I think metal-archives got it to a T. Epic/Heavy Speed Metal. The band has evolved over the years from our Thrash Metal beginnings to our later Epic Metal era like Agents of Power to now our Cyber Metal future. We might strip down for the next release and go for more OG Manowar style ala the Swords EP. But we’ll see what the future holds.
The lineup has experienced almost no changes for several years, that helps to define sound and ideas, I presume
Other than bassists, you are correct. The return to the throne of Patrick Seick and the wonderful addition of Rob Steinway on the guitar of glory, Skelator has gelled together very well in this last decade. There are many small eras of Skelator but this has been the longest and strongest in our bands history. With the four of us it’s easy to play old songs if we want and create new tracks that are still in the spirit of old Skelator but can push the envelope even further with maturity and finess.
The production is polished and crystalline but it’s no obstacle to a classic and powerful sound with a cool riffing that sometimes reminds of bands like Helstar or Agent Steel, for instance
Both bands are big inspiration to us. We even opened for them in 2006 in San Diego just before I moved up to Seattle to join Robbie and Patrick up here. We also really wanted to step up the game on layers of guitar, drums and vocals. Rob even bought a Kemper amp so we could find the best possible tone for the more modern sound we sought for this recording.
Any favorite song in the album?
My personal favorite is Cyber Samurai because it is the funnest to sing. The band as a whole cannot get enough Psychic Silver Wheels because the groove is infectious. But the fans really love Akira for the speed and shout along chorus. Another fan favorite is Cast Iron for the fist pumping pace and also shout a long chorus as well. I think the Hammer will also become a hit I’m seeing a lot comments on that as well.
After more than 20 years of career, you are where you thought you would be?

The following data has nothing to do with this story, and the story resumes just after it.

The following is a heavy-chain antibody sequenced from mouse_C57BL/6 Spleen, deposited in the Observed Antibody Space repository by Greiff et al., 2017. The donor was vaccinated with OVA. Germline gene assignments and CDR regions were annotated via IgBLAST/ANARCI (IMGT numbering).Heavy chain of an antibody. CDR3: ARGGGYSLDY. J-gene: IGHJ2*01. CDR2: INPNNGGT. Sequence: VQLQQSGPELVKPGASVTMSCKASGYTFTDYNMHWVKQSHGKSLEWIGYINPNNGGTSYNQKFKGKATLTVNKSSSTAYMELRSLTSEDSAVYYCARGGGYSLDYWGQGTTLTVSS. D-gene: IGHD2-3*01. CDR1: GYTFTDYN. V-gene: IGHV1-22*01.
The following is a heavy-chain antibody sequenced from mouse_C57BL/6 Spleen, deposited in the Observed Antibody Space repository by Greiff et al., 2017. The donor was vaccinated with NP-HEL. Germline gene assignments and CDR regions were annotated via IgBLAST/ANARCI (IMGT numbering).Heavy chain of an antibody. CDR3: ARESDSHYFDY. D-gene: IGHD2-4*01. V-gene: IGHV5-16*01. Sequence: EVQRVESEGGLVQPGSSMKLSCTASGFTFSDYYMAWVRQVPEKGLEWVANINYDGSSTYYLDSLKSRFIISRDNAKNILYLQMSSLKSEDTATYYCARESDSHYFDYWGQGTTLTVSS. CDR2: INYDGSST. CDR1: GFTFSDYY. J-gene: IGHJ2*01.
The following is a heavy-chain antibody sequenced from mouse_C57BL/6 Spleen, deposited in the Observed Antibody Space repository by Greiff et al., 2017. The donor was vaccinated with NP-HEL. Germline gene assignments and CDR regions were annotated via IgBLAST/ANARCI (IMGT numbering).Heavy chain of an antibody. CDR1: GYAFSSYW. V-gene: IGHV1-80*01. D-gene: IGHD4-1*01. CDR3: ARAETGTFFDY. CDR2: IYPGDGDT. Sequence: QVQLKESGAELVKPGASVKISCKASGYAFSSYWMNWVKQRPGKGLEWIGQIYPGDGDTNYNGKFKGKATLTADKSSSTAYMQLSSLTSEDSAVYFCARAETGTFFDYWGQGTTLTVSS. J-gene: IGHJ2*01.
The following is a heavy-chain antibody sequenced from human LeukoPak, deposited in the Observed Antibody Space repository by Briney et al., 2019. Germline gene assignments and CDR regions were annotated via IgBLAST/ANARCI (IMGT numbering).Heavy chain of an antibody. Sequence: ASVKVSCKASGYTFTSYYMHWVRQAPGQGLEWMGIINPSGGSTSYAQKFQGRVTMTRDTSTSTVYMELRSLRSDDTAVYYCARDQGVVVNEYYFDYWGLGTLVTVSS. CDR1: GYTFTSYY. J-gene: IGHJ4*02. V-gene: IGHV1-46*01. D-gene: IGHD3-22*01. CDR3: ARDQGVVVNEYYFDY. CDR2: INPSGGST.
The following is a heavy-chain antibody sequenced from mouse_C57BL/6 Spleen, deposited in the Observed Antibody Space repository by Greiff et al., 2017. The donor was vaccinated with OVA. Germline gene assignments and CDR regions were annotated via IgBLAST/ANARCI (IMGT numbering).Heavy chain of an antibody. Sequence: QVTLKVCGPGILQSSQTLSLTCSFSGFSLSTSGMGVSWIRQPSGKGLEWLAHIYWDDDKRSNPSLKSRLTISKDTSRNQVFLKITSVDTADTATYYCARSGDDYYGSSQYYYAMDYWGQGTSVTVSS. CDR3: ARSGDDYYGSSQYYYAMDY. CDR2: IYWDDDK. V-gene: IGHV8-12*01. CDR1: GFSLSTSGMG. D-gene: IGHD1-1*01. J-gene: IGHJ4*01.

I never imagined realistically getting this far. I mean sure I figured we’d play in Germany one day and we did that in 2007. So my first humble goal was fulfilled. I also didn’t think the American metal scene would grow to be what it is today. We so inundated with Death and Black Metal back then it never crossed my mind that festivals like Frost and Fire or Legions of Metal would exist. I also thought Cyber Metal was a pipe dream, this album has always been kind of a funny joke between me and Robbie. Like anytime we had a sci-fi song idea we’d say “Yeah that’ll go on Cyber Metal”. I mean I thought the chorus to Cyber Samurai like almost 20 years ago and now it’s real and it sounds awesome. I wish I could go back in time and show Baby Skelator what the future holds, but then I would disturb the timeline and we don’t want that.
Yes, Doc and Marty McFly tought us that some eons ago. What are your next steps? Any tour programmed?
We are waiting to see what festivals come to us after the release of the album. I think Europe deserves a Skelatour in 2020. Beyond that we’ll play locally and maybe a late winter West Coast tour.
Thanks Jason for your attention and cool comments, if you wish to add something…
Muchísimas gracias por la oportunidad de hablar a nuestros fans de España y todo Latinoamérica. Nos encantaría tocar en cualquier país hispanohablante en el futuro! Guerreros de metal, leyendas de valor Creyendo los héroes de hierro Guerreros de metal!